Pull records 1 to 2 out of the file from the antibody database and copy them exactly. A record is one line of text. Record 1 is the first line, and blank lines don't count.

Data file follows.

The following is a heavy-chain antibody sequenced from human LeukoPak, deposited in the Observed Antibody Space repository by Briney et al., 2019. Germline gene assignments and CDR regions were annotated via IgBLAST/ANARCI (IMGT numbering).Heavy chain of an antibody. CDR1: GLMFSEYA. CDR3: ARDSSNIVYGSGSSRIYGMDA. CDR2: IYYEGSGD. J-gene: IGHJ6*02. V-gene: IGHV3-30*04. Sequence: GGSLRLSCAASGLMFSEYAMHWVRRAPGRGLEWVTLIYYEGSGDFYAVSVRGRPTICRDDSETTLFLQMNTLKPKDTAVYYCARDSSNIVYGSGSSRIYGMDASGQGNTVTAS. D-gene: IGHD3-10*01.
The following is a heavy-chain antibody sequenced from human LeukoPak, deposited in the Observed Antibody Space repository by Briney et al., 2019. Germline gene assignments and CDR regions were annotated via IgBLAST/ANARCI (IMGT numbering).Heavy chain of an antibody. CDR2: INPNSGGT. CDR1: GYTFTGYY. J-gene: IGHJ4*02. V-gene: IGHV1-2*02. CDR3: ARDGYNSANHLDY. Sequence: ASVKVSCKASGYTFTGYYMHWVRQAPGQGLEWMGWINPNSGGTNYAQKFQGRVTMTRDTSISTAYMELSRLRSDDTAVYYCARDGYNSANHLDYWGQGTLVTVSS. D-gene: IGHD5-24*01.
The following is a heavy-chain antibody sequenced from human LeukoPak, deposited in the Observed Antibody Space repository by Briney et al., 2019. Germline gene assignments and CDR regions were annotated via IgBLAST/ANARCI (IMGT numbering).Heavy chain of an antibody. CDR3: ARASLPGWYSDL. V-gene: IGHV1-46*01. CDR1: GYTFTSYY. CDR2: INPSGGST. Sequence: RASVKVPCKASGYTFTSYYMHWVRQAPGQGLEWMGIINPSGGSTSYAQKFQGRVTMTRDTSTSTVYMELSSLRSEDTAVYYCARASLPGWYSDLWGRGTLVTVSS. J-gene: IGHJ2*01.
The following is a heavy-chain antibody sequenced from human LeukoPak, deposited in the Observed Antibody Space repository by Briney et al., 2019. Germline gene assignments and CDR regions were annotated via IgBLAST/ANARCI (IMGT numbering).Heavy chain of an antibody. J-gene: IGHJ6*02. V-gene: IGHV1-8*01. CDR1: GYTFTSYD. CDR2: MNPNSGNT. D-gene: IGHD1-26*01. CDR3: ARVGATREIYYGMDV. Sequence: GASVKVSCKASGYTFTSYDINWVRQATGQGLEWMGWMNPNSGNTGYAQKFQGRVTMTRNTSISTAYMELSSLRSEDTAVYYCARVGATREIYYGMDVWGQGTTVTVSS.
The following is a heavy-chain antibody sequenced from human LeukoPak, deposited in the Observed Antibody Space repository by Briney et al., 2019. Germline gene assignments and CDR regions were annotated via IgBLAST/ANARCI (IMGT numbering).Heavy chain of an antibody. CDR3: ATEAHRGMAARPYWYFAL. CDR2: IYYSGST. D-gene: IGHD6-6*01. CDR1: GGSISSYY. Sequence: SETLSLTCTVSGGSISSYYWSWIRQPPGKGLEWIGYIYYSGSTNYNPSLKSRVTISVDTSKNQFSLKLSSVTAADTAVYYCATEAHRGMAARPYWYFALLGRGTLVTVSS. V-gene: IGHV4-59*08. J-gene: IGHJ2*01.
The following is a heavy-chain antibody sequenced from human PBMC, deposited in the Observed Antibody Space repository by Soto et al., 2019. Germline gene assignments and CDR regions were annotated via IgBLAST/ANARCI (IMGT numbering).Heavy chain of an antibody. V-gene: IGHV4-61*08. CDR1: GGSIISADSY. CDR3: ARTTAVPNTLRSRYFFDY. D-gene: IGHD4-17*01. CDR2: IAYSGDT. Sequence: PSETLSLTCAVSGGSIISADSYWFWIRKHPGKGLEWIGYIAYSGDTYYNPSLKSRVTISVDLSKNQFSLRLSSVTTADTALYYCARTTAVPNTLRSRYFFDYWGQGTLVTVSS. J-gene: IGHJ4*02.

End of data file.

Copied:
The following is a heavy-chain antibody sequenced from human LeukoPak, deposited in the Observed Antibody Space repository by Briney et al., 2019. Germline gene assignments and CDR regions were annotated via IgBLAST/ANARCI (IMGT numbering).Heavy chain of an antibody. CDR1: GLMFSEYA. CDR3: ARDSSNIVYGSGSSRIYGMDA. CDR2: IYYEGSGD. J-gene: IGHJ6*02. V-gene: IGHV3-30*04. Sequence: GGSLRLSCAASGLMFSEYAMHWVRRAPGRGLEWVTLIYYEGSGDFYAVSVRGRPTICRDDSETTLFLQMNTLKPKDTAVYYCARDSSNIVYGSGSSRIYGMDASGQGNTVTAS. D-gene: IGHD3-10*01.
The following is a heavy-chain antibody sequenced from human LeukoPak, deposited in the Observed Antibody Space repository by Briney et al., 2019. Germline gene assignments and CDR regions were annotated via IgBLAST/ANARCI (IMGT numbering).Heavy chain of an antibody. CDR2: INPNSGGT. CDR1: GYTFTGYY. J-gene: IGHJ4*02. V-gene: IGHV1-2*02. CDR3: ARDGYNSANHLDY. Sequence: ASVKVSCKASGYTFTGYYMHWVRQAPGQGLEWMGWINPNSGGTNYAQKFQGRVTMTRDTSISTAYMELSRLRSDDTAVYYCARDGYNSANHLDYWGQGTLVTVSS. D-gene: IGHD5-24*01.